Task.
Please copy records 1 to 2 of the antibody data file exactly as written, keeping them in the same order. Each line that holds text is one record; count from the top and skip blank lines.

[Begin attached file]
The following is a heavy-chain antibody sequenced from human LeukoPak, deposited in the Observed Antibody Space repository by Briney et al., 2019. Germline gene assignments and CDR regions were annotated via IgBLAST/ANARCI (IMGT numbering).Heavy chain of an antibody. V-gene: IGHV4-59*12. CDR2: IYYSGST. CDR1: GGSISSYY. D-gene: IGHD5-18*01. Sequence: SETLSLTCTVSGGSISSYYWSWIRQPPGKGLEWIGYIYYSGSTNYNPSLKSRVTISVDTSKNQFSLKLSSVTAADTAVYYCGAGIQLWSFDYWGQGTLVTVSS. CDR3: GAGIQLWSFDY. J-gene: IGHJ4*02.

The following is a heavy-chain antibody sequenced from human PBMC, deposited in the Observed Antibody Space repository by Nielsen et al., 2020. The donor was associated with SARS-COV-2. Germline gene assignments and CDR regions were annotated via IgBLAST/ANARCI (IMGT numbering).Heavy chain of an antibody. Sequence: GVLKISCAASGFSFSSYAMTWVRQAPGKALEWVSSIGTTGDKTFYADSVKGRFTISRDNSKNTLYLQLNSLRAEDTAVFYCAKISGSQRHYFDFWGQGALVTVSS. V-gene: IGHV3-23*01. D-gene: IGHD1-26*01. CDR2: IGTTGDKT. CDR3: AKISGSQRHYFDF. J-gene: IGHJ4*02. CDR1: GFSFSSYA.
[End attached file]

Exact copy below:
The following is a heavy-chain antibody sequenced from human LeukoPak, deposited in the Observed Antibody Space repository by Briney et al., 2019. Germline gene assignments and CDR regions were annotated via IgBLAST/ANARCI (IMGT numbering).Heavy chain of an antibody. V-gene: IGHV4-59*12. CDR2: IYYSGST. CDR1: GGSISSYY. D-gene: IGHD5-18*01. Sequence: SETLSLTCTVSGGSISSYYWSWIRQPPGKGLEWIGYIYYSGSTNYNPSLKSRVTISVDTSKNQFSLKLSSVTAADTAVYYCGAGIQLWSFDYWGQGTLVTVSS. CDR3: GAGIQLWSFDY. J-gene: IGHJ4*02.

The following is a heavy-chain antibody sequenced from human PBMC, deposited in the Observed Antibody Space repository by Nielsen et al., 2020. The donor was associated with SARS-COV-2. Germline gene assignments and CDR regions were annotated via IgBLAST/ANARCI (IMGT numbering).Heavy chain of an antibody. Sequence: GVLKISCAASGFSFSSYAMTWVRQAPGKALEWVSSIGTTGDKTFYADSVKGRFTISRDNSKNTLYLQLNSLRAEDTAVFYCAKISGSQRHYFDFWGQGALVTVSS. V-gene: IGHV3-23*01. D-gene: IGHD1-26*01. CDR2: IGTTGDKT. CDR3: AKISGSQRHYFDF. J-gene: IGHJ4*02. CDR1: GFSFSSYA.